Mankind survived Y2K, Planet X, and recently, the end of the 14th Mayan calendar cycle. You can sigh in relief now that another good year, with its ups and downs, has come and gone, and another one is certain to start anew.
The situation in Miami SEO is no different. Search engines have gone through drastic changes to reward good websites and reduce spam, even turning more aggressive against seemingly errant websites. The latter were the ones that took the brunt of these changes by falling several ranks behind. If there were instances that looked as though doomsday was about to fall upon the heads of online business websites, they were due to the following upheavals in SEO history.
SEO experts kept talking about Penguin for most of the year since its debut last April. However, this penguin can really slap you in the face if your online content isn’t up to speed. More than three per cent of websites around the world were handicapped as a result of this update.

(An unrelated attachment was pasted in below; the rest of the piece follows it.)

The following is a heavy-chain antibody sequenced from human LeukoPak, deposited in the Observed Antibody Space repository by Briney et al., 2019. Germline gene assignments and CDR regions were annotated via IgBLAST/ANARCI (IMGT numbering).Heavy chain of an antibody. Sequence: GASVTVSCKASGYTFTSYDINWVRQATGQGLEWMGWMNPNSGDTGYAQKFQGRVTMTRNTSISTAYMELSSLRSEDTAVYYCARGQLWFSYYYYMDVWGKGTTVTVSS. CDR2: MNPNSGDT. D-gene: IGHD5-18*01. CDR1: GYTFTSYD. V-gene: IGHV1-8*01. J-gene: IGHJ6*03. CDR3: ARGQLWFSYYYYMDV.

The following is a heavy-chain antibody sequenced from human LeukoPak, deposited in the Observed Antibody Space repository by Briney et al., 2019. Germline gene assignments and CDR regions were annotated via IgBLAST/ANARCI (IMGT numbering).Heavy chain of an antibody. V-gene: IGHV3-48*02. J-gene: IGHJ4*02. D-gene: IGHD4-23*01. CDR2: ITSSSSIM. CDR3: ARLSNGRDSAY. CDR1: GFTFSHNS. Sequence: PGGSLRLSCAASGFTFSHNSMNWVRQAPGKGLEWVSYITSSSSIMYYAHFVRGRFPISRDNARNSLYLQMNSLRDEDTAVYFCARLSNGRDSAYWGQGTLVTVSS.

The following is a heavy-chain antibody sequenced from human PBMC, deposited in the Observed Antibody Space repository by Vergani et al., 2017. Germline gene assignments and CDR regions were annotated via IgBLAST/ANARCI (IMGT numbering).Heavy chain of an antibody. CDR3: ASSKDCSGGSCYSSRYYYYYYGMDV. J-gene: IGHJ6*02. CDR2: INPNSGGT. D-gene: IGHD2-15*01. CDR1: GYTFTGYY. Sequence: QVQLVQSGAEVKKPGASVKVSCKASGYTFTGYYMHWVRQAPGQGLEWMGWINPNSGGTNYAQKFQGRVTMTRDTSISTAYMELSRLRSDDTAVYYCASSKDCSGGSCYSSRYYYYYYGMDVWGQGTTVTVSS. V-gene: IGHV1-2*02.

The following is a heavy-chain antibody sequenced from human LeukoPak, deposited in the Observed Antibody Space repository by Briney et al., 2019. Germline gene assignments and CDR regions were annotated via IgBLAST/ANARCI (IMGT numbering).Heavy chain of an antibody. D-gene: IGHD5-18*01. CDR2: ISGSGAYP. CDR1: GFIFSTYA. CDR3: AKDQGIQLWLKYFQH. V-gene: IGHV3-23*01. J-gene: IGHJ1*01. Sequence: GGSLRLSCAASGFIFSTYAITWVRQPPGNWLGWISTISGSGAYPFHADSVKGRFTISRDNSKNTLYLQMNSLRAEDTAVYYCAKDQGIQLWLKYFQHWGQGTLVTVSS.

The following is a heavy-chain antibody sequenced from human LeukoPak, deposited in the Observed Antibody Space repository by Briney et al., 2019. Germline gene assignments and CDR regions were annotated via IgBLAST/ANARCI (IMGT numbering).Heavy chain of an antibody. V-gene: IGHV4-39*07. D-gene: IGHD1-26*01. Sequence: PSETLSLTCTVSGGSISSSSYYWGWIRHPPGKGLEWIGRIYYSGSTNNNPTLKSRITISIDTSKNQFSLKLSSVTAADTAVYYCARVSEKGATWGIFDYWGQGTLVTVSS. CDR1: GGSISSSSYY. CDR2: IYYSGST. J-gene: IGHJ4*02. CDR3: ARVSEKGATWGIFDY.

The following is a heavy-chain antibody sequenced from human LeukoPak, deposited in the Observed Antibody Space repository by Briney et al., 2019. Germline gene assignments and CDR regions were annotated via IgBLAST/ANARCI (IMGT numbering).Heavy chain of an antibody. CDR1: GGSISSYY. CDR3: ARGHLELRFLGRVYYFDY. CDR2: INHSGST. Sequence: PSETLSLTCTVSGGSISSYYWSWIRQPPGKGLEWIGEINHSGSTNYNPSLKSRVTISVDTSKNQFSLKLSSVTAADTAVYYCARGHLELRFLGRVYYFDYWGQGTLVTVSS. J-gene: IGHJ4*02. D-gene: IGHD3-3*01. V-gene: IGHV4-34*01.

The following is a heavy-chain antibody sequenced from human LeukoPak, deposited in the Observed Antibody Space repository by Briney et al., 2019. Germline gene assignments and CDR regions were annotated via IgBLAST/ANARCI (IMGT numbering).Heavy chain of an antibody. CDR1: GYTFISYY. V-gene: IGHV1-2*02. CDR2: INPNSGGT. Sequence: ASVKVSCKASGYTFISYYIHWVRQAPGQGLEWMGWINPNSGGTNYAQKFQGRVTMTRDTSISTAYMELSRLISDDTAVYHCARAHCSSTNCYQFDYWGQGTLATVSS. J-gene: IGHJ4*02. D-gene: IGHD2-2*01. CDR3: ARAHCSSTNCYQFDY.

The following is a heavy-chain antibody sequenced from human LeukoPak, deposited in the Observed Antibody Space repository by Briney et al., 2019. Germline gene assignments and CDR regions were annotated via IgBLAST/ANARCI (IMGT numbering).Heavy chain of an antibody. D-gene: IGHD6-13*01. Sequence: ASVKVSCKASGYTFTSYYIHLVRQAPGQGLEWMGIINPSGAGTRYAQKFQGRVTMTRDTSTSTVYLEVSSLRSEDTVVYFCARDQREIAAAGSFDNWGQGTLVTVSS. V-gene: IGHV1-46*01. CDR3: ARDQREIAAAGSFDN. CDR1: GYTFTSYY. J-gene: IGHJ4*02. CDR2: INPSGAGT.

Penguin in a nutshell was Google’s stepping up of its efforts to provide quality content by punishing websites that were overly optimized. It was a step up from its last update, Panda, which had been updated thirteen times, but only applied to websites based in the U.S.
The update forced many Miami SEO companies to rework their game plan in creating online content, such as the use of stop words and the like. The first few months of Penguin were a bumpy ride not only for the affected sites, but for Google, as well. There were also reports of people in India losing their jobs due to the change in algorithm.
The Digital Millennium Copyright Act (DMCA) takedown requests were commonly associated with YouTube, that is, until August when Google announced its Pirate update (not its official name), meant to penalize sites that got a lot of these takedown requests. Google didn’t want to view itself as a business fueled by piracy.
After releasing the Pirate update, a number of digital rights groups, such as the Electronic Frontier Foundation (EFF), expressed their concerns about the Google “raids” on websites. In its blog, EFF pointed out that some websites were unfairly targeted, and that Google infringed on many websites’ right to publish reasonable content.